Skunk Stories

I don't know if you know this, but my in-laws are some sort of skunk magnets. Alas, this is true. I'm not sure what it is, but skunks love their house.

It all started about 10 years ago on a cold, winter night. Carol and Larry were going about their regular activities at home when the heater furnace came on. In that same moment, the house was engulfed with skunk smell. Not just your regular, "Hmmm, I think there might be a skunk in our neighborhood" smell, but rather a "Take cover!" kind of smell. It was as if an army of little skunks stealthily made their way to every air vent in the house and (at the secret signal) all lifted their tails and sprayed all at once. It was as if the very air they breathed had immediately been replaced by skunk fumes. It was - well, you get the idea - it was bad.

Their first reaction of course was to flee the premises. They spent that night (and the next seven) living somewhere else. During this time, they tried everything they and anyone else could think of to remove the smell. They tried the "air/wash the smell out" approach. They kept the windows and doors open (in February). They washed every single piece of washable clothing they owned, and sent every non-washable piece to the dry cleaners.

They tried the "masking/odor killing" approach, which beside the expected over-the-counter odor spray, included burning candles, setting out dishes of vanilla, and lighting cedar branches in black skillets.

Finally, they resorted to the "clean the air with technology" methods. They rented ozone machines and ran them for days. These machines reportedly change the molecular structure of the air, and thus get rid of the smell. For health reasons, they couldn't be in the house when these machines were running, but of course, they didn't want to be in the house anyway. The downside of these machines (besides the health concerns) is that they leave a black, smoky film on everything plastic in the house. Even plastic items hidden away in drawers were smogged.

When they finally were able to endure living in the house, they still caught whiffs of skunk smell here and there - especially by their back door door when the wind was blowing. Fortunately, it was just whiffage in the weeks after that.

Finally, months later, a crew of termite people were inspecting under the house and ended their report by saying, "Hey - did you know that you have a dead skunk under there?" Jason's parents had of course had done some looking under the house before this, but the skunk was hidden in some old duct work that they had not looked in.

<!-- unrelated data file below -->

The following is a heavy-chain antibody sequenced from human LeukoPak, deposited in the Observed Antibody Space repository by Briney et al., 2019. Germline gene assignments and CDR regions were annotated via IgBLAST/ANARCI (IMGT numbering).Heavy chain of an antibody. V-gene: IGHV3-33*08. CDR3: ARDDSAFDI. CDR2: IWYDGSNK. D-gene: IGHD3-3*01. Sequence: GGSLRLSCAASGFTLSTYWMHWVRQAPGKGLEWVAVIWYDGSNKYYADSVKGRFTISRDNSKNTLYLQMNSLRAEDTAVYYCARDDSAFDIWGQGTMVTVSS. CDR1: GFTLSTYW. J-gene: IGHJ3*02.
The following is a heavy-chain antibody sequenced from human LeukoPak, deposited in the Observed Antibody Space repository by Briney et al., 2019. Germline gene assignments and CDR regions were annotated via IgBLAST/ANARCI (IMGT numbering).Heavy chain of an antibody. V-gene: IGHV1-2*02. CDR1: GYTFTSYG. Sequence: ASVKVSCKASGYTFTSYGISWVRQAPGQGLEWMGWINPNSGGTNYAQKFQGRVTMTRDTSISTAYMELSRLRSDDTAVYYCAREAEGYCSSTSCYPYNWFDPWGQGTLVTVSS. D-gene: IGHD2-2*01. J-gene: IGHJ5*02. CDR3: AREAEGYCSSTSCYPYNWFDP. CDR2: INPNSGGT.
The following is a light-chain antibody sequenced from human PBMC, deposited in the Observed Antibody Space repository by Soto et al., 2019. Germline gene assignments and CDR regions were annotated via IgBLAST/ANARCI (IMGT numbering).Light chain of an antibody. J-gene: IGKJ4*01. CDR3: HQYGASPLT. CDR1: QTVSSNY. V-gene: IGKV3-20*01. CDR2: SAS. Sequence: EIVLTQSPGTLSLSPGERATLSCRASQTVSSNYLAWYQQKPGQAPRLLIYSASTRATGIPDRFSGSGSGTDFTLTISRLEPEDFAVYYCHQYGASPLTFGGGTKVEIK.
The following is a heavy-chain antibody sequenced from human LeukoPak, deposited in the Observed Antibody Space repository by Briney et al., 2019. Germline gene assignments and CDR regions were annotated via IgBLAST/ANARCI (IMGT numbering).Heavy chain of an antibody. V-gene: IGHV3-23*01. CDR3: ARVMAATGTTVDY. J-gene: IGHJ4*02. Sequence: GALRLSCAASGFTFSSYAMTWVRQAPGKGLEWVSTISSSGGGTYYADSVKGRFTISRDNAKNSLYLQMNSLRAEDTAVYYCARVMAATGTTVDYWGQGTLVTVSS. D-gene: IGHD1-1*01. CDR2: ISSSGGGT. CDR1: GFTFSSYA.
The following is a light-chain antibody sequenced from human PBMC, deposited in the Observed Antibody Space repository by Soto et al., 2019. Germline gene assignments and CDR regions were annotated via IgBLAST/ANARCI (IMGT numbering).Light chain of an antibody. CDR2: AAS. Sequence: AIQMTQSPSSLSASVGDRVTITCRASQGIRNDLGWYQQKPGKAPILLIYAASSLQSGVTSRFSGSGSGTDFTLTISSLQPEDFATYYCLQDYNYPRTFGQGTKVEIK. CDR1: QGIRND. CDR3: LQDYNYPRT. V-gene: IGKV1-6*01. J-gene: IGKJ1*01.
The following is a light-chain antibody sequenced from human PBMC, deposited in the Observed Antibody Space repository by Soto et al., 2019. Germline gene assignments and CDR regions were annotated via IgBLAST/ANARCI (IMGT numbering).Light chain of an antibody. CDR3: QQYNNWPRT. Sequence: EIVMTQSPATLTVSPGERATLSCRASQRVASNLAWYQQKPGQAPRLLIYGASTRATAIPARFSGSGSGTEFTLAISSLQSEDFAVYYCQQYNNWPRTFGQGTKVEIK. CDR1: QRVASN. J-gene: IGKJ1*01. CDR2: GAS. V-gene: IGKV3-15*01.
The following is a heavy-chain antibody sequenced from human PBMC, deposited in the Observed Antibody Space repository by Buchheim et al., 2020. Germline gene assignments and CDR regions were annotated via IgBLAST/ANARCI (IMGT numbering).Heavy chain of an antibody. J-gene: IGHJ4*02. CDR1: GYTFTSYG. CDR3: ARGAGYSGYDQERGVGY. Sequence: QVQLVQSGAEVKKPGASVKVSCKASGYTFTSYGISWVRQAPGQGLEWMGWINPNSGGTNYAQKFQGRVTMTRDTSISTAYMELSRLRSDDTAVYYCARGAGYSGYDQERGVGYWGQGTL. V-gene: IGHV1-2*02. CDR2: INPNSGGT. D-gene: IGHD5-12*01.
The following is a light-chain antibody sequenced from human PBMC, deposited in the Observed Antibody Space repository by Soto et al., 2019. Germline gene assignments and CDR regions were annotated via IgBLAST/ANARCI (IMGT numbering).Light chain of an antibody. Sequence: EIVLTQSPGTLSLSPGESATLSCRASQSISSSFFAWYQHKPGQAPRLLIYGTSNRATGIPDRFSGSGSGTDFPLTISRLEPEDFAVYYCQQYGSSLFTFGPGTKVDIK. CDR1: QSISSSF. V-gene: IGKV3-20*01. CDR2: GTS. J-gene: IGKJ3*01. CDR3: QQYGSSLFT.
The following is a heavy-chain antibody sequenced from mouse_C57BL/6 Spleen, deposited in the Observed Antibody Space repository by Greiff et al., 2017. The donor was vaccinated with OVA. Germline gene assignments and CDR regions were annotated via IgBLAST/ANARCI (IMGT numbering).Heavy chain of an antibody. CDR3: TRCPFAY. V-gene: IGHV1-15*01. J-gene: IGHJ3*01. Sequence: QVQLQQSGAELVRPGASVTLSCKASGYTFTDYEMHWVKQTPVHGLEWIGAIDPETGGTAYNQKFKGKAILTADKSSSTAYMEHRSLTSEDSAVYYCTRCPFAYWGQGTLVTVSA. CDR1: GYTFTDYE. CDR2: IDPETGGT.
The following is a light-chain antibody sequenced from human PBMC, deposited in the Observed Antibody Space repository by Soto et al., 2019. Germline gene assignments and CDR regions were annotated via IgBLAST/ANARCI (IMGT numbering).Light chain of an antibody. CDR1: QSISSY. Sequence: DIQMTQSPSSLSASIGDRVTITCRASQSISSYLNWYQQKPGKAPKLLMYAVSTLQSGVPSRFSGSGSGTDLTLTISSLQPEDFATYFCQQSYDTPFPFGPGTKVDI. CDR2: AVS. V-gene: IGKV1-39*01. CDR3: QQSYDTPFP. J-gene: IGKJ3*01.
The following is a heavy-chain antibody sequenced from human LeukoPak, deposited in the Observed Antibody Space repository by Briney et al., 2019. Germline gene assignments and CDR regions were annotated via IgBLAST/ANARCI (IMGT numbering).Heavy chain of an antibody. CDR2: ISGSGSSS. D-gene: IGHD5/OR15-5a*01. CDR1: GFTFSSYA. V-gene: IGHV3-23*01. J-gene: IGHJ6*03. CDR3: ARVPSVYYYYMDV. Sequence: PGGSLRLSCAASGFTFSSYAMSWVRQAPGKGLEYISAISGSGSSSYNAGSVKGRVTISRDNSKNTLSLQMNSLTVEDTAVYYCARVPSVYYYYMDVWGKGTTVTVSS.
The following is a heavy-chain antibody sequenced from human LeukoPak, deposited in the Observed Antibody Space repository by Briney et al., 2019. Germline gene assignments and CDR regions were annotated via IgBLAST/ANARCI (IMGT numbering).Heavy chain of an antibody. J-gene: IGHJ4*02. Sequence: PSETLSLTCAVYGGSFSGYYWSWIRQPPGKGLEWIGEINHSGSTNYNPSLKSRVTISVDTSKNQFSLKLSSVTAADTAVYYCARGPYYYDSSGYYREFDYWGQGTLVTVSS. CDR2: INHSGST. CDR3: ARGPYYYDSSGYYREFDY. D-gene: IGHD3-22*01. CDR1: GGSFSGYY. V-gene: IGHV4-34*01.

As far as they can tell, the skunk had been crawling around under the house when the whooshing of the furnace either toasted him, or sent him straight into a little skunk heart attack. At either of these events, he sent his one last blast up and into the real duct work, where it was carried throughout the house by the moving heater air.

The good news was that once the skunk was gone, the smell was, too.

So, when the whole family was gathered at Carol and Larry's new house a few weeks ago for Great Grandad's birthday party, I thought that when I caught a whiff of skunk smell in the house that it was just some long-forgotten repressed skunk memory coming back to haunt them. However, it was just a day later when someone found the dead skunk under the porch, this time only leaving a (comparatively) minor skunk scent for all to smell. Fortunately, he was easy to locate and easy to remove.

I'm not sure why these skunks like Larry and Carol so much. Perhaps it's like those stories you hear of beggars coming to your door in other countries. If you give them something, they somehow put a secret, hidden mark on the door to show others that you're kind and generous. Perhaps there is some kind of hidden skunk symbol at the Locke house(s) that one of them scratched with his little skunk claws after finding a particularly full pail of garbage outside. But perhaps now in the light of the recent skunk tragedies, all of the grieving skunk relatives will scratch it off.

I'm sure Larry and Carol hope so.

photo by mariusstrom (Creative Commons License: Attribution, Non-Commercial)
Open on Flickr

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